March 11, 1999
University Gazette


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Global Conservation

Two rare Mercator globes are objects of wonder once more

Among the treasures in the Harvard College Library Map Collection are two globes produced by the Flemish cartographer Gerhard Mercator (1512-1594). The terrestrial globe, produced in 1541, and the celestial globe, produced in 1551, are the only known matched pair of Mercator globes in America.

The terrestrial globe (above) is from 1541. The celestial globe (below) was produced in 1551. They are the only known matched pair of Mercator globes in America.

Renowned for his skills as an engraver, calligrapher, and maker of scientific instruments, Mercator produced distinguished maps, atlases, and nautical charts throughout his adult life and invented the Mercator projection.

Among the distinguishing features of the globes is the innovative way in which they were constructed. Twelve copper-engraved paper gores and two circular paper pieces (for the north and south poles) are contoured to cover each plaster-coated, hollow sphere as completely and accurately as possible. Mercator's creativity, command of mathematics and geography, and artistic skill yielded globes of unprecedented quality.

No other editions of the Mercator globes were produced after the first, and few survive. Until this year, Harvard's globes were in severely deteriorated condition. Tide marks (water damage), stains, pronounced surface grime, degraded varnish, fly specks, and abrasion defaced both terrestrial and celestial spheres and their accompanying faux marble painted stands. The paper gores on the celestial globe were separating in places and lifting along the seams. The paper component of both horizon rings was weak, brittle, and discolored. Losses revealed underlying wood.

The wooden stands on which the globes rest were insecure because of breaks in supporting dowels. Cracks, nicks, and losses were apparent in the legs of the stands and along the outer edges of horizon rings. Brass components were soiled and tarnished, and revealed remnants of polishing solution.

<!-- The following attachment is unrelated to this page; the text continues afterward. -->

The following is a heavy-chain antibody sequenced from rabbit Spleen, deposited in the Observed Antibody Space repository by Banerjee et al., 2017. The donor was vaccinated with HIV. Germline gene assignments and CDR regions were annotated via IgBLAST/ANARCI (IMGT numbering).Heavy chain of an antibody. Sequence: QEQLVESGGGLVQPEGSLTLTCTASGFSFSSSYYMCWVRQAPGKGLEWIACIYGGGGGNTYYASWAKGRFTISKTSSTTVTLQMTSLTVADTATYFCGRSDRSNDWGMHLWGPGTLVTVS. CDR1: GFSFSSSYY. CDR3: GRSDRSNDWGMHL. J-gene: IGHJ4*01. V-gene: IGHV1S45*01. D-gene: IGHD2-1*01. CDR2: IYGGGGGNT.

Generous gifts from J. Christopher Flowers (A.B. '79) and Mary H. White via the White Flowers Foundation; and from Carl H. Pforzheimer III (A.B. '58, M.B.A. '63) and Betty Pforzheimer have funded full conservation treatment of Harvard's two Mercator globes. The work was carried out by T.K. McClintock Ltd. (Conservation of Fine Art and Historic Works on Paper). The Society for Preservation of New England Antiquities Conservation Center restored the wooden stands.

Extensive research usually precedes the development of a treatment plan for complex artifacts, and this was certainly true with these globes. Each was photographed and X-rayed.

Varnish was analyzed, and paint samples from the wooden stands were examined in cross-section using ultra-violet microscopy. A pair of globes in Duisburg, Germany, and a set of unmounted paper gores in Brussels, Belgium, were examined to learn more about the nature of original construction materials and finishes.

Over the course of treatment, grime was removed from paper surfaces using several complementary strategies. Loose sections of paper were re-adhered, tidemarks reduced using moisture poultices, and brass components cleaned using appropriate solvents.

Paper losses were replaced with paper similar to the original in texture and weight, which has been toned to match surrounding paper, lined with Japanese paper, and adhered with wheat-starch paste.

Restoring the wooden stands involved stabilizing loose joinery, removing grime, removing darkened overvarnishes as necessary, inpainting losses, and other treatments.

All materials used for cleaning and restoration have been carefully selected for long-term stability and appropriate aesthetic characteristics.

As complicated as it may sound, the treatment is conservative. The goal is not to make the globes look new, but rather to improve their legibility, protect them from further damage, and ensure that they remain usable for centuries to come.

David Cobb, head of the Harvard College Library Map Collection, remarked of the project, "Maps are a reflection of the culture that produces them. These globes reflect the art and science of the 16th century, and for the students and scholars who will use them they are a window on the past."

Nancy M. Cline, Roy E. Larsen Librarian of Harvard College, commented, "The Library has many rare and exceptional items that are of great value to scholars, but that require preservation treatment if they are to sustain any level of use. The 16th-century knowledge of the world and of the universe, revealed so elegantly in these Mercator globes, remains a reference point for many fields of study."

Continued Cline: "It was exciting to watch the restoration work progress, to see once again the detailed notations and drawings on these globes, and to know that future generations of researchers will be able to consult them."

Cobb said he has had discussions with a firm in Baltimore about building a case for the globes that would allow the library to exhibit them safely. The case would have special non-destructive lighting, atmospheric filters, and temperature and humidity controls.

"The globes are quite unusual and quite rare. It would be a shame to hide them away after doing all this restoration work," he said.


Copyright 1999 President and Fellows of Harvard College